1. Our analysis indicates that periodic connection and disconnection of the floodplain with the channel is vital to the functioning of the floodplain as a source of concentrated suspended algal biomass for downstream aquatic ecosystems.
  2. Peak Chl-a levels on the floodplain occurred during disconnection, reaching levels as high as 25 µ?g l-1. Chlorophyll-a distribution across the floodplain was controlled by water age and local physical/biological conditions, the latter of which were primarily a function of water depth.
  3. During connection, the primary pond on the floodplain exhibited low Chl-a (mean = 3.6??g µl-1) and the shallow littoral zones had elevated concentrations (mean = 5.2 µ??g l-1); during disconnection, the shallow zones Chl-a increased (mean = 11.2 µ??g l-1), but the pond experienced the greatest algal growth (mean = 14.2 µ??g l-1).
  4. Storm-induced floodwaters entering the floodplain not only displaced antecedent floodplain waters, but also redistributed floodplain resources, creating complex mixing dynamics between parcels of water with distinct chemistries. Incomplete replacement of antecedent floodplain waters led to localized hypoxia in non-flushed areas.
  5. The floodplain was an annual sink for all constituents measured (total suspended sediment (TSS): 372 Mt ha-1 yr-1, volatile suspended sediments (VSS): Mt ha-1 yr-1, total inorganic nitrogen (TIN): 0.43 Mt ha-1 yr-1, DOC: 3 Mt ha-1 yr-1, and Chl-a: 0.01 Mt ha-1 yr-1) but closer analysis revealed that some small flooding events caused net DOC and Chl-a export from the floodplain.
  6. Partitioning of the phases of the flood pulse revealed three physically and chemically distinct stages: the flushing phase, the transport phase, and the draining phase. The flushing phase was a brief period of export on the rising limb of the flood, this phase only occurred after an extended period with no upstream connection. The transport phase dominated the flux balance of the system and was marked by retention of all the measured constituents on the floodplain. The draining phase began when outflow from the floodplain exceeded inflow, this phase was an export phase for both DOC and Chl-a.
  7. The fact that small floods were not dominated by the retentive transport phase helps explains why these floods tended to cause net export, rather than retention, of materials on the floodplain.
  8. We propose the notion of “floodplain proportional flooding” for restored floodplain systems, whereby flood size should not overwhelm floodplain volume. In this way residence time is increased as is the potential for the floodplain to be a source for DOC and phytoplankton, valuable food resources for downstream aquatic ecosystems.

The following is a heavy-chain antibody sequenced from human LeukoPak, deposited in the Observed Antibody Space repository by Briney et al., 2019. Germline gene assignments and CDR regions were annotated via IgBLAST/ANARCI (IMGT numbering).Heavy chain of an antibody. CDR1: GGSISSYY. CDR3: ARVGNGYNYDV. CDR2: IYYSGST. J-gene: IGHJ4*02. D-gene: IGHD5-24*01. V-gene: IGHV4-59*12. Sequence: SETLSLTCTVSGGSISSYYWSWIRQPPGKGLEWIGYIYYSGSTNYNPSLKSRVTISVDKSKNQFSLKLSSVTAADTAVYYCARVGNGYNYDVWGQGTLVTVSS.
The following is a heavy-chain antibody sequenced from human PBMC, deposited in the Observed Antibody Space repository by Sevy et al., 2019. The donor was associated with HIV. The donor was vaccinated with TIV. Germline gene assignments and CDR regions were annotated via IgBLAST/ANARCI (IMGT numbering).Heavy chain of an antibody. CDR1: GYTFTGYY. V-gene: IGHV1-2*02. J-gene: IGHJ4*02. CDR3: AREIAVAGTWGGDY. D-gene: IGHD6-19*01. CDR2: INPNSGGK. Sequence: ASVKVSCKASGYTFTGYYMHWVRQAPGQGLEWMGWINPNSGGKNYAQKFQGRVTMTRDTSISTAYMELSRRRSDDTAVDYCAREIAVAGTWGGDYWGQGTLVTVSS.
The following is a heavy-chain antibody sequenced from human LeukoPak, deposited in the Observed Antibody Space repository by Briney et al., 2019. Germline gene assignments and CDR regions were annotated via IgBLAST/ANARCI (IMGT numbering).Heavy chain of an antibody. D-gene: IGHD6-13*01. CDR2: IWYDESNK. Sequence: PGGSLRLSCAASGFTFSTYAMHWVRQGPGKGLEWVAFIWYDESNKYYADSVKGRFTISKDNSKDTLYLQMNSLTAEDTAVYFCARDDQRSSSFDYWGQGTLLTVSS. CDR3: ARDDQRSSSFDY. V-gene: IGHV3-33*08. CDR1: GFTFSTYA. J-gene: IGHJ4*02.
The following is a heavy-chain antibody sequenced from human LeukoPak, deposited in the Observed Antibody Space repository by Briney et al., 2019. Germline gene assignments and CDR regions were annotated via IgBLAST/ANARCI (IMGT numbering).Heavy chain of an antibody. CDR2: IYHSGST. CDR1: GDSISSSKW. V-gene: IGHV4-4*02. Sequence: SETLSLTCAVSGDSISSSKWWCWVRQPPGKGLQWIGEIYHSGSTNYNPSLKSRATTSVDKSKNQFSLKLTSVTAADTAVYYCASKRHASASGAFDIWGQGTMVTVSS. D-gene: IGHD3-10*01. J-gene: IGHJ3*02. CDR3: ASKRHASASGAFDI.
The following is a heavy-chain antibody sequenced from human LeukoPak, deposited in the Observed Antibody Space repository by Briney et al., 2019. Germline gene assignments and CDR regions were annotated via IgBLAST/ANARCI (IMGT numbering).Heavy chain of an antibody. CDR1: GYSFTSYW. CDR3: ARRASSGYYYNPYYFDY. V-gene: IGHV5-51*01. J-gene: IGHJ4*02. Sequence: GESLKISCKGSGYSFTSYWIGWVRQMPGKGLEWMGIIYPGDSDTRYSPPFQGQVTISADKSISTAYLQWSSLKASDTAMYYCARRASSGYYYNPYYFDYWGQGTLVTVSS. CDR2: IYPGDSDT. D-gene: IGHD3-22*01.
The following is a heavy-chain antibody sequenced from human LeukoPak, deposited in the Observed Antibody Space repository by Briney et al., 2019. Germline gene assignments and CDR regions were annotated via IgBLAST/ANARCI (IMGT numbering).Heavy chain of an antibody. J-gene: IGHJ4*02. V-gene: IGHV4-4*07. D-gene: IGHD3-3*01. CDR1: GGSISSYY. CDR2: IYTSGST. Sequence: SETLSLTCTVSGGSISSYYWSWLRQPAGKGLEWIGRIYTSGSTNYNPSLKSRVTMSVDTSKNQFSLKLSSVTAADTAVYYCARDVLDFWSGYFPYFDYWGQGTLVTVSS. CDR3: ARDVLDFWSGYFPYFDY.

9. The degree of complexity revealed in this analysis makes clear the need for high-resolution spatial and temporal studies such as this to begin to understand the functioning of dynamic and heterogeneous floodplain ecosystems.

Recommendations for management & monitoring

If a primary goal of future floodplain restoration is to create an additional source of food resources for downstream aquatic systems then we recommend “floodplain proportional flooding”, whereby the median flood size does not overwhelm the capacity of the floodplain. Such flooding will assure high MRT on the floodplain for at least one half of the annual floods and thus increase export of DOC and phytoplankton. Given this we must also note the importance of large floods which can export large woody debris and coarse particulate organic matter from the floodplain to the channel, these are also important avenues for energy transfer across the river-floodplain system. Previous studies that have monitored the flux of materials across the channel floodplain boundary have used a relatively coarse sampling strategy. This study has shown that there exist biogeochemically distinct phases to the flood pulse and heterogeneous algal biomass distribution across the floodplain which can not be quantified without high resolution sampling. As such, we recommend intensive sampling in both space and time in order to characterize dynamic and heterogeneous floodplain ecosystem.

Flood Regime Characterization (FRC) for Matlab

This program is an attempt to transform the methods discussed in the companion paper into a portable computer program so that they can be used by researchers and managers on other watersheds in order to characterize a flood regime. The main inputs to the program are a daily streamflow record and a set of flood duration and magnitude thresholds that have some meaningful connection to the hydrologic, geomorphic, and/or ecological processes in the specific watershed. The main outputs are a list of floods, flood types, and water year types along with useful statistics for each list and estimates of the frequency of each flood type and water year type.

Downloads & Resources

  • Program manual (PDF 300KB)
  • Program source code (ZIP 20KB)
  • Example output for Cosumnes River (ZIP 250KB)
  • Link to companion paper (Link)